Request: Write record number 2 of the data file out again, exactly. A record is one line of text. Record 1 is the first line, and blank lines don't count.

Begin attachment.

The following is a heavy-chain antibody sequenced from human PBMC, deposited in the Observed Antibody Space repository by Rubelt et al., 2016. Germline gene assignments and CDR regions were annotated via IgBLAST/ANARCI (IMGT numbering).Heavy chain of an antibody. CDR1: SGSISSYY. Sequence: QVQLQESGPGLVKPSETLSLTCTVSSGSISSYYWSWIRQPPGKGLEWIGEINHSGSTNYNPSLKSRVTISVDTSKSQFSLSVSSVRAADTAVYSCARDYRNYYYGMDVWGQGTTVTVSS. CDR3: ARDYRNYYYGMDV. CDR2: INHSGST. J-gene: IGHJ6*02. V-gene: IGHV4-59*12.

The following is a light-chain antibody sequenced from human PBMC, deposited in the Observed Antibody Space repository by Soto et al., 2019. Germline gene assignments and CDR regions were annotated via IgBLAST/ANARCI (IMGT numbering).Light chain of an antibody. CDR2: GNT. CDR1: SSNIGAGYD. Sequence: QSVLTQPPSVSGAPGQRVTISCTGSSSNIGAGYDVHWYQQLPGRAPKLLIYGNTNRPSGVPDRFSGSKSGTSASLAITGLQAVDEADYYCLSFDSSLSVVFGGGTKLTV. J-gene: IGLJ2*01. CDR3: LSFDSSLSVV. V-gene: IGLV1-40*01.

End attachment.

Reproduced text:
The following is a light-chain antibody sequenced from human PBMC, deposited in the Observed Antibody Space repository by Soto et al., 2019. Germline gene assignments and CDR regions were annotated via IgBLAST/ANARCI (IMGT numbering).Light chain of an antibody. CDR2: GNT. CDR1: SSNIGAGYD. Sequence: QSVLTQPPSVSGAPGQRVTISCTGSSSNIGAGYDVHWYQQLPGRAPKLLIYGNTNRPSGVPDRFSGSKSGTSASLAITGLQAVDEADYYCLSFDSSLSVVFGGGTKLTV. J-gene: IGLJ2*01. CDR3: LSFDSSLSVV. V-gene: IGLV1-40*01.